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Commodity Market Summary

June 9, 2008


Crude oil closed 3-percent lower today, with the July contract settling $4.19 lower at $134.35 a barrel. Profit-taking after surging nearly $11 on Friday combined with the firming greenback was noted for the decline.

"A strong dollar is in our nation's interests. It is in the interests of the global economy," Bush said outside the White House. In an interview with the Times of London Bush added to his earlier comments, saying, "We want the dollar to strengthen."

When asked if the administration would consider selling other currencies and buying dollars to support the greenback, Paulson said, "I would never take intervention off the table or any policy tool off the table. I just can't speculate about what we will or won't do."

July natural gas settled 8.6 cents lower at $12.604 per million British thermal units, July RBOB gasoline settled 15.6 cents lower at $3.394 a gallon and July heating oil settled 9.3 cents lower at $3.877 a gallon.


Wheat closed nearly 3-percent lower today, with the July contract settling 22 1/2 cents lower at $7.88 1/2 per bushel. Favorable weather conditions causing the government to increase production forecasts were noted for today's decline.

Soybeans retreated from a three-month high, with the July contract settling 5 1/2 cents lower at $14.52 a bushel. Argentine farmers halting their strike, and falling energy prices was noted for today's decline.

Farmers in Argentina, the world's third largest exporter, halted their nationwide strike on June 6 in an effort to restart talks over export tax increases.

Corn closed 1-percent higher today, with the July contract settling 6 1/2 cents higher at $6.57 1/2 a bushel. Speculation that planting and emergence delays will result in smaller yields was noted for the record close today.

July rice closed 4 cents lower at $19.92 per hundredweight, July oats closed 5 1/4 cents lower at $3.94 a bushel, July soy-meal settled $2.00 lower at $371.00 per short ton, and July soy-oil settled 4 points lower at 64.30 cents per pound.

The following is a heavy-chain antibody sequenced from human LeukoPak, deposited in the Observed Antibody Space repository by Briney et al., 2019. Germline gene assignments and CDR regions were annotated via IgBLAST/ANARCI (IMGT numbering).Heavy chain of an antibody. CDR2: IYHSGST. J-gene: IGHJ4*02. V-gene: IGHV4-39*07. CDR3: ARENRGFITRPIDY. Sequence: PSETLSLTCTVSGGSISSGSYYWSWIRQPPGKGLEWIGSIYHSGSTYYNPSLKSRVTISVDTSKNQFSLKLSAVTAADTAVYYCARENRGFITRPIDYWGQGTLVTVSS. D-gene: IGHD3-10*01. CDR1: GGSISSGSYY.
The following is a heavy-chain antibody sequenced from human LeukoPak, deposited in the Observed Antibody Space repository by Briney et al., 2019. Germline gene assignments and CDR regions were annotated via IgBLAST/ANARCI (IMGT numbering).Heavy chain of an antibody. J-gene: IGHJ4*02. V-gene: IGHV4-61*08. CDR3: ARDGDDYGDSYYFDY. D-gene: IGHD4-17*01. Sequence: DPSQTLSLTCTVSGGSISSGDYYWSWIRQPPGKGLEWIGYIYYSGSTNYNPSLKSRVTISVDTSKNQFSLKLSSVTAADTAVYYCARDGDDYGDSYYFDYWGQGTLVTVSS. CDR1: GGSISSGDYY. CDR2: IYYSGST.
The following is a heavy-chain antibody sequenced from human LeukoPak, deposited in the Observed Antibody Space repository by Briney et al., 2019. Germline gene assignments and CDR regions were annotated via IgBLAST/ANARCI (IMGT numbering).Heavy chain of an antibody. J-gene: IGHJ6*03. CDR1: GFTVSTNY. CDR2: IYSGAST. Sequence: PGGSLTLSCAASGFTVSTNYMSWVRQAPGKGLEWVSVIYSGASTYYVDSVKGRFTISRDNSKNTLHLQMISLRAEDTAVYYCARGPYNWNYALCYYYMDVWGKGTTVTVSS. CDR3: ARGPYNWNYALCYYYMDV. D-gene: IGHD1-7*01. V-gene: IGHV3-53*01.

Coffee closed 3.7-percent lower today, with the July contract settling 480 points lower at $1.3135 a pound. Forecasts for mild conditions in Brazil reversing earlear expectations for frigid weather were noted for the sell-off today.

Cotton closed nearly 1-percent lower with the July contract settling 52 points lower at 66 cents a pound. Cotton started the session higher, before falling energy prices and a firming dollar sent cotton lower into the close.

The USDA is scheduled to release the June cotton supply and demand report at 8:30 a.m. EDT Tuesday. Analysts expect the USDA to trim its cotton export projection from the May estimate of 14.2 million bales.

July sugar settled 4 points lower at 9.70 cents a pound, July orange juice settled 180 points lower at $1.1380 a pound, and July cocoa settled $8 lower at $2,870 a metric ton.


Cattle futures were lower today, with August feeder cattle settling 157 points lower at $110.67 per hundredweight. Cattle closed lower in response to nervousness about this week's potential cash trade. August live cattle settled 122 points lower at $98.97 per hundredweight.

The U.S. Department of Agriculture's mid-day boxed beef wire reported choice cuts fell $0.21 per hundredweight, while select items were $0.77 per hundredweight higher.

Hogs continued lower today, with June lean hogs settling 115 points lower at 73.97 cents a pound, and August pork bellies settled 130 points lower at 72.55 cents a pound.


Gold futures closed the week nearly unchanged with the August contract settling 90 cents lower at $898.10 an ounce. Pro dollar rhetoric from Washington and the Federal Reserve sent the greenback higher reducing the appeal of precious metals as a hedge against inflation.

Copper retreated from Friday's 1-week high, with the July contract settled 1 cent lower at $3.61 per pound. Strength in the US dollar and falling energy prices were noted for the decline in copper today.

July silver settled 22 cents lower at $17.21 an ounce, July platinum settled $21.70 an ounce lower at $2,059.60 an ounce.

Want to learn more about commodities, futures, and commodity trading?  Join Emanuel Balarie, author of Commodities For Every Portfolio: How You Can Profit From The Long-Term Commodity Boom, in Hong Kong, London and Sydney. Click here for details.


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